MORE ON MSN MONEY
VIDEO ON MSN MONEY
There you go- a system that is full of virtual air. The article explains very well how the system works (or doesn't).
Collect, spend and be happy.
Until it runs out. Check the magic year of 2018.
Then something will have to be done.
Are you sure you paid in and didn't take out for disability or something? Wow!
Who is spoon feeding you lies about the republicans shooting down cost of living adjustments for social security. Social security COLA is pegged to the consumer price index which measures inflation. No political party has anything to do with giving more or less. Due to the CPI showing no inflation and actually negative for a while you received no increases. Before the recession you had received very large increases because of the CPI, so really you are lucky that your payments don't go down along with the CPI and can only go up.
By the way, the people who complain that SS receipients get more than they paid in, are full of you know what. These bonds issued by the government to cover social security pay interest. If you continually put money in a savings account at a bank for 50 years do you expect to only get back what you put in. Hell no, you get what you paid in plus compound interest over your lifetime.
200 dollars a month payed into social security over 50 years amounts to only 120,000. However, with 4 percent interest compounded monthly you end up with 391,200. That's the way it works since the SS bonds from the government pay interest.
The idea that we can draw down the principal without killing the system is ridiculous, it can survive if it only pays out it's interest every year or less. That seems to be ignored, this is a controlled crash. Why are we are concerned about futile remedies when it is unsustainable indefinitely? The only real focus is on who will be forced to pay more or receive less, with the insane assumption that some generation within this century will get shafted altogether. That type of landfill thinking is quite vexing. I refuse to start with that assumption, regardless of the impact on me. If this was water, what would we do? Set the date to run out altogether?
Finally someone who will tell the truth about social security. It is a great program. It is not broke and will be around when the young retire and everyone will be glad it's there. It is not a Ponzi scheme since all are required to pay into it thus it can't have the "chain broken" unless it's privatized as some would do. (hint: Republicans). It only requires a minor tweek which would hurt no one and it will pay full benefits til the sun quits shining. It's time the public told the politicians to quit talking about it when it comes to deficit reduction.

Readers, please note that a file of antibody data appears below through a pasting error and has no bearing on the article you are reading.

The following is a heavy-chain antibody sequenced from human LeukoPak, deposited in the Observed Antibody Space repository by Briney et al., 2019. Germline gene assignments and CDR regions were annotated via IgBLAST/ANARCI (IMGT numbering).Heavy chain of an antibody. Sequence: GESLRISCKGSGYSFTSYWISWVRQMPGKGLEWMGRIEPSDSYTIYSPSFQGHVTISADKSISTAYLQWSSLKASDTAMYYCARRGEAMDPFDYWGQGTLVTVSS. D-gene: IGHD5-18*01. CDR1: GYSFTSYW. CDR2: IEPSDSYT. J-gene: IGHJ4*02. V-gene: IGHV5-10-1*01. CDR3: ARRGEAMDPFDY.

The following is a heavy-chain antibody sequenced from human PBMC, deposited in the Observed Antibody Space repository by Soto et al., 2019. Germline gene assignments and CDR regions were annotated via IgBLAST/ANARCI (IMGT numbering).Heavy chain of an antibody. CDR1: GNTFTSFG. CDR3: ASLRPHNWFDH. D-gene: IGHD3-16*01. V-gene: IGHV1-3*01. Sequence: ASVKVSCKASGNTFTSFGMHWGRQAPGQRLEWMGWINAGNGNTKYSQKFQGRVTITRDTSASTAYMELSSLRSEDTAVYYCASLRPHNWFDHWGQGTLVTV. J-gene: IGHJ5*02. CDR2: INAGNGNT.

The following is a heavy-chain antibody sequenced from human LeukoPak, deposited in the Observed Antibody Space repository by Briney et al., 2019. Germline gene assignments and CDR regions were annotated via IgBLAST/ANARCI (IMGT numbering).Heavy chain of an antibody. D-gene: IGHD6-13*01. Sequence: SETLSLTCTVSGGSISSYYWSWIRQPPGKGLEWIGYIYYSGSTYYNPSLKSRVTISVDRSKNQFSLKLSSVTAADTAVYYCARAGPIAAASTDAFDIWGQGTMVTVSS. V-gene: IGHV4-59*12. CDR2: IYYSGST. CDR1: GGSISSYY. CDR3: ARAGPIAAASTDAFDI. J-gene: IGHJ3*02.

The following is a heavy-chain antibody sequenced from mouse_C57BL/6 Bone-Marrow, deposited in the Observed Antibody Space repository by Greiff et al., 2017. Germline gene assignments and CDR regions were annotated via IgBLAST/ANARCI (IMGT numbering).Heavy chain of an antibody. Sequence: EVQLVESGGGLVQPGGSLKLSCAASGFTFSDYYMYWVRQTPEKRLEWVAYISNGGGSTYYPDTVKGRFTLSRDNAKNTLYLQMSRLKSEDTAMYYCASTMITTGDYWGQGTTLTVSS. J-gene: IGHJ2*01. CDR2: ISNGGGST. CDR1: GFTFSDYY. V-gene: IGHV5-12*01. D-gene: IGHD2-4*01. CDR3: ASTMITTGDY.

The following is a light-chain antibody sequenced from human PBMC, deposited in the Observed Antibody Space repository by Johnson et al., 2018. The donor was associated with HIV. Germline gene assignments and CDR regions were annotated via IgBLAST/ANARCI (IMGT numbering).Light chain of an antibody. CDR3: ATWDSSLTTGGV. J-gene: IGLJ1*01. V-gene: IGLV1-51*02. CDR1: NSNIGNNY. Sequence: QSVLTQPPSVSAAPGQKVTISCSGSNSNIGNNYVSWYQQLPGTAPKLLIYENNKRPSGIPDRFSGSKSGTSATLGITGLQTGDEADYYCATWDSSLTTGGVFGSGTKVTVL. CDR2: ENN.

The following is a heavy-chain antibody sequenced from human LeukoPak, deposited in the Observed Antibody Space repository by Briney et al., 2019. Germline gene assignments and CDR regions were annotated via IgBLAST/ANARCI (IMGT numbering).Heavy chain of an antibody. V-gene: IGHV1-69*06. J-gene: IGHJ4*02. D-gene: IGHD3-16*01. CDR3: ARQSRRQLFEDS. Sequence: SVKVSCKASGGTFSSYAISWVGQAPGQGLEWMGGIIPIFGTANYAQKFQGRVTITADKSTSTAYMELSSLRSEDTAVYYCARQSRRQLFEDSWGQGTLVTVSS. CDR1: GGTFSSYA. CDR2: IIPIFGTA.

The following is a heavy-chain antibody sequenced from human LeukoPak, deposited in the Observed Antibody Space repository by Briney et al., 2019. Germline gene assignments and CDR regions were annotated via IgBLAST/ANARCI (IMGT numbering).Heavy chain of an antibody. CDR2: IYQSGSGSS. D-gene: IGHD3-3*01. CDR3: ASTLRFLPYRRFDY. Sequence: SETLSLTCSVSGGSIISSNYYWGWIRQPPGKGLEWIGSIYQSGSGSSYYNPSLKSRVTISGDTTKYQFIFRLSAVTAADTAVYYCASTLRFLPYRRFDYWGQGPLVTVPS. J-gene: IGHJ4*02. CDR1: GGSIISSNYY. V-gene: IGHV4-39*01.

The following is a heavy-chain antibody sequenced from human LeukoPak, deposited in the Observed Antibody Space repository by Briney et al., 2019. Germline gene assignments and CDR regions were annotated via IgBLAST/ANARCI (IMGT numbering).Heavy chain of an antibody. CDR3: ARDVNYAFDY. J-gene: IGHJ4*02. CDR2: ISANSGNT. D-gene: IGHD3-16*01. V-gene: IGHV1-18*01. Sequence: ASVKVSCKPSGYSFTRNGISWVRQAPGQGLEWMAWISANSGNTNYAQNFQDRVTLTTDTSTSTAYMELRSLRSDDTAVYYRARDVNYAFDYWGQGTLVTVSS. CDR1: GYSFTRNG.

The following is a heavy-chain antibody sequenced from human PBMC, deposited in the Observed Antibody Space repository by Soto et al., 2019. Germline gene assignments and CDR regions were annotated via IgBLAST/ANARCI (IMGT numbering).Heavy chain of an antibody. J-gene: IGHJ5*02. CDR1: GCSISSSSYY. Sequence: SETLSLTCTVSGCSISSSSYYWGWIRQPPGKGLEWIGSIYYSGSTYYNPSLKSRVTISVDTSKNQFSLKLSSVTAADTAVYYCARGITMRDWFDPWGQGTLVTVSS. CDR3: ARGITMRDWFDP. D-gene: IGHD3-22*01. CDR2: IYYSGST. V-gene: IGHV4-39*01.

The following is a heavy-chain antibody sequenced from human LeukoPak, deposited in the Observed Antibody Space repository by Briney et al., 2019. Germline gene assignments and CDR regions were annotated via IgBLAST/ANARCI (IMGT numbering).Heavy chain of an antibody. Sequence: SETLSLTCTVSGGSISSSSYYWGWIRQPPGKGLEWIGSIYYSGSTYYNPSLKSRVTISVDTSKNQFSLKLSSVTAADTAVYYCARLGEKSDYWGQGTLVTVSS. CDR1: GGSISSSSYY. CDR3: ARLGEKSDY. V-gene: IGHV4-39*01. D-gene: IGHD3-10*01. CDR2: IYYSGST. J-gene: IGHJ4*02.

Finally, without the 2.6 Trillion dollars in overpayments by social security participants the Federal Government would be 2.6 Trillilon more dollars in debt.
Here's a reasonably easy fix. First let's reset the system to what it was supposed to be... an insurance policy. So let's try a means test. Say if on your retirement date, you have accumulated X amount in assets, this can be adjusted. But let's say 1 million to start. You get no SS benefits. You WILL however get your premiums back. Payed to you over 20 years. That way you at least get back what you "Paid In". Now maybe you only got 1/2 a million. YOu might get a prorated amount of SS, possibly a 1/3 or 1/2 of what the normal benefit would be, or your premium back whichever is greater. The SS system was supposed to be a last ditch fallback for those whose lives didn't quite workout as planned. Maybe an illness, death of spouse, what have you. Most people treat it like their 401K plan. Treat it like an insurance policy that you hope you never have to collect on. Now many will find holes to shoot in this plan. It is not perfect, it is a starting point that lowers the lifetime payouts to those who are more than financially well off. This would extend the life of the fund and yet allow those who did well to at least get their premiums back instead of saying you make too much you get none even though you paid in. If we all think about it for awhile, It could work.. Not only that but 10 15 years down the road, this system might actually allow the total taken out per person to be lowered as the draw down on the account would be lowered.
It's just an idea.
Copyright © 2013 Microsoft. All rights reserved.
Quotes are real-time for NASDAQ, NYSE and AMEX. See delay times for other exchanges.
Fundamental company data and historical chart data provided by Thomson Reuters (click for restrictions). Real-time quotes provided by BATS Exchange. Real-time index quotes and delayed quotes supplied by Interactive Data Real-Time Services. Fund summary, fund performance and dividend data provided by Morningstar Inc. Analyst recommendations provided by Zacks Investment Research. StockScouter data provided by Verus Analytics. IPO data provided by Hoover's Inc. Index membership data provided by SIX Financial Information.